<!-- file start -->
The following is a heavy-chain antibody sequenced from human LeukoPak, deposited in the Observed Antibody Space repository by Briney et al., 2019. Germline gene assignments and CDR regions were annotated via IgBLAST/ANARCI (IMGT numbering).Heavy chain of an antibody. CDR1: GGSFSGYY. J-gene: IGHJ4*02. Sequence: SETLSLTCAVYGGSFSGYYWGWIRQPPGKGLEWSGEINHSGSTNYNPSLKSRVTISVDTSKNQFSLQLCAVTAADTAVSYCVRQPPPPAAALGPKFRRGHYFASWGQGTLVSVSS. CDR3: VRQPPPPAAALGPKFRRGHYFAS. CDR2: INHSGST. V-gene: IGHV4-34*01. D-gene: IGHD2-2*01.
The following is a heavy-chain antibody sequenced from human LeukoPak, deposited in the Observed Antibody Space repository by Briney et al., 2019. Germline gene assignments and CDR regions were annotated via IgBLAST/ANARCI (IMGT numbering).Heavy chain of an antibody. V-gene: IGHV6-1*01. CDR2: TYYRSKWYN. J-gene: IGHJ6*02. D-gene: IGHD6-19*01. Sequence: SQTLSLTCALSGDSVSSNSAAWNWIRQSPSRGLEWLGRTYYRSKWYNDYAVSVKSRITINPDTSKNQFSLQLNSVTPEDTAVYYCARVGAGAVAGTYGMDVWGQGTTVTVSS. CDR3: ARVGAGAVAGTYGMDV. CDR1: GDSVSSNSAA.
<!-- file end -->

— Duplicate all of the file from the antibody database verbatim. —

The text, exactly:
The following is a heavy-chain antibody sequenced from human LeukoPak, deposited in the Observed Antibody Space repository by Briney et al., 2019. Germline gene assignments and CDR regions were annotated via IgBLAST/ANARCI (IMGT numbering).Heavy chain of an antibody. CDR1: GGSFSGYY. J-gene: IGHJ4*02. Sequence: SETLSLTCAVYGGSFSGYYWGWIRQPPGKGLEWSGEINHSGSTNYNPSLKSRVTISVDTSKNQFSLQLCAVTAADTAVSYCVRQPPPPAAALGPKFRRGHYFASWGQGTLVSVSS. CDR3: VRQPPPPAAALGPKFRRGHYFAS. CDR2: INHSGST. V-gene: IGHV4-34*01. D-gene: IGHD2-2*01.
The following is a heavy-chain antibody sequenced from human LeukoPak, deposited in the Observed Antibody Space repository by Briney et al., 2019. Germline gene assignments and CDR regions were annotated via IgBLAST/ANARCI (IMGT numbering).Heavy chain of an antibody. V-gene: IGHV6-1*01. CDR2: TYYRSKWYN. J-gene: IGHJ6*02. D-gene: IGHD6-19*01. Sequence: SQTLSLTCALSGDSVSSNSAAWNWIRQSPSRGLEWLGRTYYRSKWYNDYAVSVKSRITINPDTSKNQFSLQLNSVTPEDTAVYYCARVGAGAVAGTYGMDVWGQGTTVTVSS. CDR3: ARVGAGAVAGTYGMDV. CDR1: GDSVSSNSAA.